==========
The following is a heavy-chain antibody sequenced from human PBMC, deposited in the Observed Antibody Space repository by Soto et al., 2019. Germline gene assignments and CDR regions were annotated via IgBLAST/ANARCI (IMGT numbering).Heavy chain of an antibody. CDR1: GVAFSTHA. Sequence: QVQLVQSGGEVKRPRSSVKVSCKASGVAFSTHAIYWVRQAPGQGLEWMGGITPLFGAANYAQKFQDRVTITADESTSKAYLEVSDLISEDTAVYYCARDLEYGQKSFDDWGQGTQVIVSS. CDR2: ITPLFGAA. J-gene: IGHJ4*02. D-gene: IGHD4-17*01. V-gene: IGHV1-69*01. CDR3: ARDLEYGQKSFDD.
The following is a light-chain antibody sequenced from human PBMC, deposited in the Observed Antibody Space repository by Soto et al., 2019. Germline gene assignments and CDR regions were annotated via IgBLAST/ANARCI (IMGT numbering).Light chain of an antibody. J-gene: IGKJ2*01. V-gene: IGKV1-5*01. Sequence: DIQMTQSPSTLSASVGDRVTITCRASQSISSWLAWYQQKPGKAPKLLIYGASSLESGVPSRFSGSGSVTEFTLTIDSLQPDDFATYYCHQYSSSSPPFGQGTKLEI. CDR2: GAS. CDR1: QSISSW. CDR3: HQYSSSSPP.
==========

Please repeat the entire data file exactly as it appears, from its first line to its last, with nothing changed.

The following is a heavy-chain antibody sequenced from human PBMC, deposited in the Observed Antibody Space repository by Soto et al., 2019. Germline gene assignments and CDR regions were annotated via IgBLAST/ANARCI (IMGT numbering).Heavy chain of an antibody. CDR1: GVAFSTHA. Sequence: QVQLVQSGGEVKRPRSSVKVSCKASGVAFSTHAIYWVRQAPGQGLEWMGGITPLFGAANYAQKFQDRVTITADESTSKAYLEVSDLISEDTAVYYCARDLEYGQKSFDDWGQGTQVIVSS. CDR2: ITPLFGAA. J-gene: IGHJ4*02. D-gene: IGHD4-17*01. V-gene: IGHV1-69*01. CDR3: ARDLEYGQKSFDD.
The following is a light-chain antibody sequenced from human PBMC, deposited in the Observed Antibody Space repository by Soto et al., 2019. Germline gene assignments and CDR regions were annotated via IgBLAST/ANARCI (IMGT numbering).Light chain of an antibody. J-gene: IGKJ2*01. V-gene: IGKV1-5*01. Sequence: DIQMTQSPSTLSASVGDRVTITCRASQSISSWLAWYQQKPGKAPKLLIYGASSLESGVPSRFSGSGSVTEFTLTIDSLQPDDFATYYCHQYSSSSPPFGQGTKLEI. CDR2: GAS. CDR1: QSISSW. CDR3: HQYSSSSPP.